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999995

Molded Pottery Tile of People Playing Board Game
Item No. 999995

Yuan Dynasty (1280-1368), N/A, China
Greyware Pottery
11" x 9.25" x 1.5"
( 27.94 x 23.495 x 3.81 cm)
(H x W x D)

This foliate ceramic tile depicts two players sitting on a kang table and playing the Chinese board game called wiq, which originated in China where it has been played for more than 2500 years. It is known in the United States by its Japanese name Go, because it arrived here by way of Japan.

Weiqi is played on a grid of black painted lines that are arranged 19 lines by 19 lines. The playing pieces are played on the intersections of the lines. Probably made of stone early on, the playing pieces called stones are now usually made of glass or plastic. Players begin to learn the game at four years old, and the playing time can range from 20 to 90 minutes for a casual game to 2-6 hours for tournament play. Some professional games, especially in Japan, take more than 16 hours and are played in sessions spread over two days.

The game is played by two players who alternately place black and white stones on the vacant intersections of the grid. The object of the game is to control a larger portion of the board than the opponent. A stone or a group of stones is captured and removed if it has no empty adjacent intersections, the result of being completely surrounded by stones of the opposing color.

Placing stones close together helps them support each other and avoid capture. On the other hand, placing stones far apart creates influence across more of the board. Part of the strategic difficulty of the game stems from finding a balance between such conflicting interests. Players strive to serve both defensive and offensive purposes and choose between tactical urgency and strategic plans.

The framed tile is a fine work of art, as it seems so deeply cut and has a sense of perspective difficult to capture in a work of art only 1 1/2" deep. Part of the sucess of the artist's ability to capture depth is dependent on the bottom of the composition where the frame is open. A ledge is cut there at an angle, there is a three brick-high floor also cut at an angle and the kang table, set at an even sharper angle, is cut underneath it and left open--a device which draws the viewer's eye into the room. It also seems that there are two steps before and in front of the kang table, that the kang table, set at a very severe angle, is placed much further back in the arranged at a severe angle, are set back in the middle of the table and that their legs are set inside the beginning of the table. The truth is, however, that it is all a brilliant illusion of space, as almost half of each figure extends and projects beyond the edge of the frame of the tile and that the entire depth of the tile is a mere 1 1/2". Finally, there is the final illusion of plants and flowers that look as if they are a short distance behind the players.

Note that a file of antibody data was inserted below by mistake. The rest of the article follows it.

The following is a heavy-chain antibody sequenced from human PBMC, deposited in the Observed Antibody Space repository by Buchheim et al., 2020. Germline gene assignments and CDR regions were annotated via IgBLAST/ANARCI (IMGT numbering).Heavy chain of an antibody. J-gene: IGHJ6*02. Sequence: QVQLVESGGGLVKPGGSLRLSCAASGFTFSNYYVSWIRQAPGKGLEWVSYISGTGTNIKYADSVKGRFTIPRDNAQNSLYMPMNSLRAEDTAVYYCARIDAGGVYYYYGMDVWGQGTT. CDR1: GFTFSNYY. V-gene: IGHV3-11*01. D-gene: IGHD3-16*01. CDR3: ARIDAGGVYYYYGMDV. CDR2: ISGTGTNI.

This tile is also brilliant for its engagement of the viewer's attention in the game that he/she is observing. The player on our right is in the middle of a play, as his left arm leans on the board while his right extends toward the lower left corner to place a stone. He also turns his head toward the viewer, thus engaging his attention in two simultaneous but different ways.

The tile was originally covered with a white slip and painted. Although some of the white slip remains, there is little of the paint extant other than small areas of brown paint on the frame the kang table, the players and the flowers behind them.

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